"What became important was the value of life. There is no more time that is not important."
She continued the story in a
second show and a second album, Big, Bad, and Blue -- Live, now
stressing healing and new self-confidence. Every song is part of the story,
some new, like "Big Body Woman", and others are old, like "Blues
In the Night". Some are fun, like the Depression-era song, "One
Meatball", which has become an audience sing-along. Because through it
all, Baby Jane Dexter never lost her wit and humanity. Her third show, The
Real Thing - An Intimate Opera, ran at Eighty-Eights from November through
June, and returned in the fall. This show brought in all the
"I want the audience to leave with more than they came in with."
She also developed a motivational
workshop program. " "Healing Through Entertainment -- A Motivational
Performance Art Experience For Women". Baby Jane emphasizes being
positive, talking through problems, loving and not hating, using a powerful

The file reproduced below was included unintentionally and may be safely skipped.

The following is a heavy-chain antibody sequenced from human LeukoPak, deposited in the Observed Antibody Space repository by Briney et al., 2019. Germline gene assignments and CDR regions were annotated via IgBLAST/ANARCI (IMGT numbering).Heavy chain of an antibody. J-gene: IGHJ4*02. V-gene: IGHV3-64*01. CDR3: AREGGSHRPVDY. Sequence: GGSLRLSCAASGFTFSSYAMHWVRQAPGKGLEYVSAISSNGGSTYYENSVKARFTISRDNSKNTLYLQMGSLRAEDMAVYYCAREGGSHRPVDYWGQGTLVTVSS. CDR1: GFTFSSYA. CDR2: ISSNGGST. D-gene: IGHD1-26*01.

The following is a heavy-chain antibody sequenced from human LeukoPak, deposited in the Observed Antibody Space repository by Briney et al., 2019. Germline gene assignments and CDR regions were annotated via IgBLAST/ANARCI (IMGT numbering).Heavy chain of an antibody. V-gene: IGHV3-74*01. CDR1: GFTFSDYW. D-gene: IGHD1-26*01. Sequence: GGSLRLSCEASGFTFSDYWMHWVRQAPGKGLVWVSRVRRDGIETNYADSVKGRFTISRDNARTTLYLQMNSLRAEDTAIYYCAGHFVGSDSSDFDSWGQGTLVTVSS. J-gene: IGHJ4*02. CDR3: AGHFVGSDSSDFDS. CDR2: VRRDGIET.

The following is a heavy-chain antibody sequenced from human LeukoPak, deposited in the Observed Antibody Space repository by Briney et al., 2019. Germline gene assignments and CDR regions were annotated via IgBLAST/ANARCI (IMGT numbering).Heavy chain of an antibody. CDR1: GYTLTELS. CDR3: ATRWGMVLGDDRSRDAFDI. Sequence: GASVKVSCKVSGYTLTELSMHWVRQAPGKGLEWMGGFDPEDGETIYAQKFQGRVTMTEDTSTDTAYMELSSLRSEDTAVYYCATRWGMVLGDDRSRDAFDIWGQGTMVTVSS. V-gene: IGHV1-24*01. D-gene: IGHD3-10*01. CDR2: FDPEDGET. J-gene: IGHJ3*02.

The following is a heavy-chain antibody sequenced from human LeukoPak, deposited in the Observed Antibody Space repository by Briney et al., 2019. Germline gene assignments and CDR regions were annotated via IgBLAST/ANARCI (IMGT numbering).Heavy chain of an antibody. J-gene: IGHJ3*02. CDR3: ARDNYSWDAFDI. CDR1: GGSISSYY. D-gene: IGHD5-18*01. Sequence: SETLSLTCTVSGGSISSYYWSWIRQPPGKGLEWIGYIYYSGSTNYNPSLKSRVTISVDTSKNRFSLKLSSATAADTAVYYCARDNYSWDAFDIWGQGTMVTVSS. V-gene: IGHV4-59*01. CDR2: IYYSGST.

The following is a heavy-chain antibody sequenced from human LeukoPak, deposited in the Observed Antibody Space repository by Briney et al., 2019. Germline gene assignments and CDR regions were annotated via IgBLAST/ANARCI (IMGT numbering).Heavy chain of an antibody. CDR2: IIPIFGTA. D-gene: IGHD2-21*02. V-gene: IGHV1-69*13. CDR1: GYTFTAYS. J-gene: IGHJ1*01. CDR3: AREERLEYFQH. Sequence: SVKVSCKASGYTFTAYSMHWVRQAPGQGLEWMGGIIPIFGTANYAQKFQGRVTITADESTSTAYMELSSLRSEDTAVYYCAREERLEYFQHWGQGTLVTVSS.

communication of personal stories, songs, love. She has taken her workshops
"Through my music and what I choose to sing about, I take them down the path of entertainment. I also take them -- if they want to go -- to that place that's safe to be, to hear what a person might want to hear, what a person might need to hear."
Since her return to performing,
audiences and critics alike have been quick to see that connection. It is what
makes her such a riveting performer at venues like Eighty Eights, The Russian
Tea Room, The Village Gate, the Seaport Jazz Festival, The Blue Note in
Manhattan, Blues Alley in Washington DC, and King of France Tavern in
Annapolis' Maryland Inn. She has appeared at the Cinegrill
In September, 1997 and May 1998,
she took part in a prestigious gathering in
She has won the Backstage Bistro Award and she is a multiple winner of the Manhattan Association of Cabarets and Clubs (MAC) Female Vocalist Of the Year award. In 1998, she won the MAC Award for Best Major Pop/Rhythm & Blues Performer. In 1999, she won that award for the second time.
She continues to appear in major rooms around the country. In April 2002, Baby Jane won the MAC Award for Major jazz/Pop/Rhythm & Blues Vocalist of the Year.
© 2005 Elizabeth Ahlfors. All Rights Reserved World Wide.